Lenten Fast During a Global Pandemic

Community members hold hands in prayer for Mass of the Holy Spirit.

March 27, 2020
Daniel Dangca, Office of Mission and Ministry

The New Dictionary of Sacramental Worship lists the four reasons for fasting. Using this as a guide, how do we continue to journey through this sacred Lenten season in the midst of COVID-19?:

  1. Preparation for a feast

The glory of Triduum and the Easter Season are quickly approaching and spiritually, we have to prepare ourselves to celebrate this joy no matter what the circumstances of the world may bring us. But with that, there should be an acknowledgment that there will be a day when COVID-19 will be in the history books. A feast is more than a big meal but it’s is a day we honor. The end of this pandemic should be and will be celebrated. In the meantime, how are you preparing for it? Are you open to what God will teach you during this time of uncertainty, isolation and anxiousness? Like preparing for a big celebration, what do you need to gather emotionally and who do you need to invite spiritually so when that first handshake, that first hug, that first physical gathering comes, your truly heart is ready.

  1. Penance and atonement for sins

In regards to the Sacrament of Reconciliation during COVID-19, Pope Francis said “if you can’t go to confession, take your sorrow directly to God.” You are forgiven as much as you are loved by God. As much as you are forgiven by God, take time this extraordinary Lenten season to think of people you have to forgive others who have wronged you. There is joy in being free of grudges. In that process, also make time to wholeheartedly forgive yourself in the times you were too hard on yourself. Forgiveness is a form of spiritual self-care; use it!

  1. Acknowledgment that all we have comes from God

Lent is also a time to give thanks. In this time of caution, distance and fear, know that the Spirit continues to move us in ways that we have yet to fathom. Instead of looking at the day as something to tackle, look at the day as something to unravel. Know that everything set before you each day is a new opportunity to write your story with God. During Lent, find time to recite the Sucipe prayer from St. Ignatius of Loyola: Take, Lord, and receive all my liberty, my memory, my understanding, and my entire will, All I have and call my own. You have given all to me. To you, Lord, I return it. Everything is yours; do with it what you will. Give me only your love and your grace, that is enough for me.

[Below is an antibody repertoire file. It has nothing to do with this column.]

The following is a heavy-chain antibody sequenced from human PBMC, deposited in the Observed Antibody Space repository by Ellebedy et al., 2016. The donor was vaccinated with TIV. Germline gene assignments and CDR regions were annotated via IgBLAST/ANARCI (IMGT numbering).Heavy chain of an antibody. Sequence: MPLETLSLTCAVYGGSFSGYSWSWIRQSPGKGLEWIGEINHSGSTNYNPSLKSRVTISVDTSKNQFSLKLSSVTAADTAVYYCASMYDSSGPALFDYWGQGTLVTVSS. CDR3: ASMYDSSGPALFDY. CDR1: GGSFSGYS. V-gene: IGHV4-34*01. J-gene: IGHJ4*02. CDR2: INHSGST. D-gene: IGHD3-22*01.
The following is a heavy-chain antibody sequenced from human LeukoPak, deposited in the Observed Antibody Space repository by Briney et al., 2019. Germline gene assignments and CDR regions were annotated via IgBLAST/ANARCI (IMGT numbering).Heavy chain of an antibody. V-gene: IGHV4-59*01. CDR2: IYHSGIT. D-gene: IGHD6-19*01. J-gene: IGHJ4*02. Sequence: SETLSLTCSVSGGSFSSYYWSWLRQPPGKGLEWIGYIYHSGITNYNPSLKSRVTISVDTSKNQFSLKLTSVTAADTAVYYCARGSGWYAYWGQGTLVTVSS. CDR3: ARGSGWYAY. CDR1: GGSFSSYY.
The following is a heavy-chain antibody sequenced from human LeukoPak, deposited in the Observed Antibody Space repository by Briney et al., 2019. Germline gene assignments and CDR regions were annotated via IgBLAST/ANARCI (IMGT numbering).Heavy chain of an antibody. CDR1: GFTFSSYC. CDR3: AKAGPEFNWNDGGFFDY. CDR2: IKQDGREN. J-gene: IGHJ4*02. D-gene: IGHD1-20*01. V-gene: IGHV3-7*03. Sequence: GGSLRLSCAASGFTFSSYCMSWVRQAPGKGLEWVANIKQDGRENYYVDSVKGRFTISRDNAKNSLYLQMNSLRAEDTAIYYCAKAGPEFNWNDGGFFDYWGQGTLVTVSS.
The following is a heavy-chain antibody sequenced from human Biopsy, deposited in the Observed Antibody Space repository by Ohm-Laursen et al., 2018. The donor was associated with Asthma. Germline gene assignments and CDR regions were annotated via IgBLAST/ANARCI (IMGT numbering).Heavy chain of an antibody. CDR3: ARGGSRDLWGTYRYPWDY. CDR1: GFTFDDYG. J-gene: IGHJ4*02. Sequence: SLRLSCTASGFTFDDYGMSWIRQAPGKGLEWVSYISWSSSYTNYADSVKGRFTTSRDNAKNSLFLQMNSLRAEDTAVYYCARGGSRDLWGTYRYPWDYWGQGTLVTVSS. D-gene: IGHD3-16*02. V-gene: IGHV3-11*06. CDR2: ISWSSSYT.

1. Solidarity with those who live in want

A quote that truly speaks to the signs of our times is from Mahatma Gandhi who said that we should “live simply so that others may simply live.” While the world goes into panic over produce, toilet paper, masks, hand sanitizer, gloves, disinfectant spray and cleaning wipes, know that living to survive does not mean allowing others to live scarcely. Lent also gives us an opportunity for us to look into our talents and give our neighbors what they need that do not lie on a store shelf. For some to survive, our brothers and sisters need to fill the scarcity of love in place of loneliness, to fill the scarcity of humor in place of horror and to fill the scarcity of sympathy in place of selfishness.